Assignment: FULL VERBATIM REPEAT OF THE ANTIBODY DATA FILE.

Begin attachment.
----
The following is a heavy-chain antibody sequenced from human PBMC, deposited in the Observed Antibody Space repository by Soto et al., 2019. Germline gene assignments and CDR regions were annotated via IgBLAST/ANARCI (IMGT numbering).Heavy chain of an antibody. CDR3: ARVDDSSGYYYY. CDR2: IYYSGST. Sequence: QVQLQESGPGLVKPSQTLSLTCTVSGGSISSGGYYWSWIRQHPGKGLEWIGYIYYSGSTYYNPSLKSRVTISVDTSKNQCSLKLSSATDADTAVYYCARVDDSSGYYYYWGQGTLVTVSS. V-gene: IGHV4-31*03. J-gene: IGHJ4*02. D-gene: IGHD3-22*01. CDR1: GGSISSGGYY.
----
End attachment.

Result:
The following is a heavy-chain antibody sequenced from human PBMC, deposited in the Observed Antibody Space repository by Soto et al., 2019. Germline gene assignments and CDR regions were annotated via IgBLAST/ANARCI (IMGT numbering).Heavy chain of an antibody. CDR3: ARVDDSSGYYYY. CDR2: IYYSGST. Sequence: QVQLQESGPGLVKPSQTLSLTCTVSGGSISSGGYYWSWIRQHPGKGLEWIGYIYYSGSTYYNPSLKSRVTISVDTSKNQCSLKLSSATDADTAVYYCARVDDSSGYYYYWGQGTLVTVSS. V-gene: IGHV4-31*03. J-gene: IGHJ4*02. D-gene: IGHD3-22*01. CDR1: GGSISSGGYY.